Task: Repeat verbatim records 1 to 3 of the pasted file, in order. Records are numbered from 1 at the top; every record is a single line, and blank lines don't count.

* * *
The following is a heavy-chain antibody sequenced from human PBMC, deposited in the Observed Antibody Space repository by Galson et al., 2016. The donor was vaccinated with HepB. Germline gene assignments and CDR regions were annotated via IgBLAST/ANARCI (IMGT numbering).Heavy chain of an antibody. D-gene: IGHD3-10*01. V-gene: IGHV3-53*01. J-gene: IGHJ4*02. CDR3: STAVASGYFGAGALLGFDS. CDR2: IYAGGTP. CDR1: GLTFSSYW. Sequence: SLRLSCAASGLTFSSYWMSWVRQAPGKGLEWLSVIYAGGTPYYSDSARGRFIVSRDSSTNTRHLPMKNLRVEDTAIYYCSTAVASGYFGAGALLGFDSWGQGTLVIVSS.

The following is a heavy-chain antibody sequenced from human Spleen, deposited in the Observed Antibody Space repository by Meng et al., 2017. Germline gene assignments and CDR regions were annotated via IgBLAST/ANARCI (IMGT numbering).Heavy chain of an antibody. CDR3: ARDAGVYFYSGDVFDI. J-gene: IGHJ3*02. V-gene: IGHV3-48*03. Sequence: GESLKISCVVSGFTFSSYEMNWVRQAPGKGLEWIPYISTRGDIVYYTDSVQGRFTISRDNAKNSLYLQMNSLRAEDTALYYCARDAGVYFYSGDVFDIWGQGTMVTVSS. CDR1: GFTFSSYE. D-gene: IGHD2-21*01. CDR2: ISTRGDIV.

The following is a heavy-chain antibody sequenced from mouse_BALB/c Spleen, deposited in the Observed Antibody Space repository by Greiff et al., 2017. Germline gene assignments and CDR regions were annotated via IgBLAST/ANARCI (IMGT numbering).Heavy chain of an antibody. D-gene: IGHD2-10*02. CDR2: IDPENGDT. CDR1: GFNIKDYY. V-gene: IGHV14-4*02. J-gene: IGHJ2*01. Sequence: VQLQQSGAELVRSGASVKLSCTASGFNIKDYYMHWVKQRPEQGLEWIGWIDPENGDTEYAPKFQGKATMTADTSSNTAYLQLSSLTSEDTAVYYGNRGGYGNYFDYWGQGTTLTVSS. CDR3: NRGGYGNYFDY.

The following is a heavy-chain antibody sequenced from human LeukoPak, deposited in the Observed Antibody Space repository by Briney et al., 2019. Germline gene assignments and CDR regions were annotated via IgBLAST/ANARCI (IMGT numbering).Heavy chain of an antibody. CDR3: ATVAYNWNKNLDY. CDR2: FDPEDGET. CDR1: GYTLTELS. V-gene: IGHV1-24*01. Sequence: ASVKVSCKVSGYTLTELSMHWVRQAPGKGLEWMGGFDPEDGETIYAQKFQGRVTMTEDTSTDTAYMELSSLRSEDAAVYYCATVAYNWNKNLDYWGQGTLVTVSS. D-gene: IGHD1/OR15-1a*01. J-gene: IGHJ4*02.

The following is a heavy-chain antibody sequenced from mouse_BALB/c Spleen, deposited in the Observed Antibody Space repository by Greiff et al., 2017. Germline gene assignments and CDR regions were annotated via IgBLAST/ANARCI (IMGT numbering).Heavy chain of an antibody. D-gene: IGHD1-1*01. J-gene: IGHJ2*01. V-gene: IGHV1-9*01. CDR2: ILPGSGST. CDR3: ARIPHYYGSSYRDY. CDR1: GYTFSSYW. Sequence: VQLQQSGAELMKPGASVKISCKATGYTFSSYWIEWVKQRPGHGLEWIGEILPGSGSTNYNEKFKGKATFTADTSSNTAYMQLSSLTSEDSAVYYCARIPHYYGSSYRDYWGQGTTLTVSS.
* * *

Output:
The following is a heavy-chain antibody sequenced from human PBMC, deposited in the Observed Antibody Space repository by Galson et al., 2016. The donor was vaccinated with HepB. Germline gene assignments and CDR regions were annotated via IgBLAST/ANARCI (IMGT numbering).Heavy chain of an antibody. D-gene: IGHD3-10*01. V-gene: IGHV3-53*01. J-gene: IGHJ4*02. CDR3: STAVASGYFGAGALLGFDS. CDR2: IYAGGTP. CDR1: GLTFSSYW. Sequence: SLRLSCAASGLTFSSYWMSWVRQAPGKGLEWLSVIYAGGTPYYSDSARGRFIVSRDSSTNTRHLPMKNLRVEDTAIYYCSTAVASGYFGAGALLGFDSWGQGTLVIVSS.

The following is a heavy-chain antibody sequenced from human Spleen, deposited in the Observed Antibody Space repository by Meng et al., 2017. Germline gene assignments and CDR regions were annotated via IgBLAST/ANARCI (IMGT numbering).Heavy chain of an antibody. CDR3: ARDAGVYFYSGDVFDI. J-gene: IGHJ3*02. V-gene: IGHV3-48*03. Sequence: GESLKISCVVSGFTFSSYEMNWVRQAPGKGLEWIPYISTRGDIVYYTDSVQGRFTISRDNAKNSLYLQMNSLRAEDTALYYCARDAGVYFYSGDVFDIWGQGTMVTVSS. CDR1: GFTFSSYE. D-gene: IGHD2-21*01. CDR2: ISTRGDIV.

The following is a heavy-chain antibody sequenced from mouse_BALB/c Spleen, deposited in the Observed Antibody Space repository by Greiff et al., 2017. Germline gene assignments and CDR regions were annotated via IgBLAST/ANARCI (IMGT numbering).Heavy chain of an antibody. D-gene: IGHD2-10*02. CDR2: IDPENGDT. CDR1: GFNIKDYY. V-gene: IGHV14-4*02. J-gene: IGHJ2*01. Sequence: VQLQQSGAELVRSGASVKLSCTASGFNIKDYYMHWVKQRPEQGLEWIGWIDPENGDTEYAPKFQGKATMTADTSSNTAYLQLSSLTSEDTAVYYGNRGGYGNYFDYWGQGTTLTVSS. CDR3: NRGGYGNYFDY.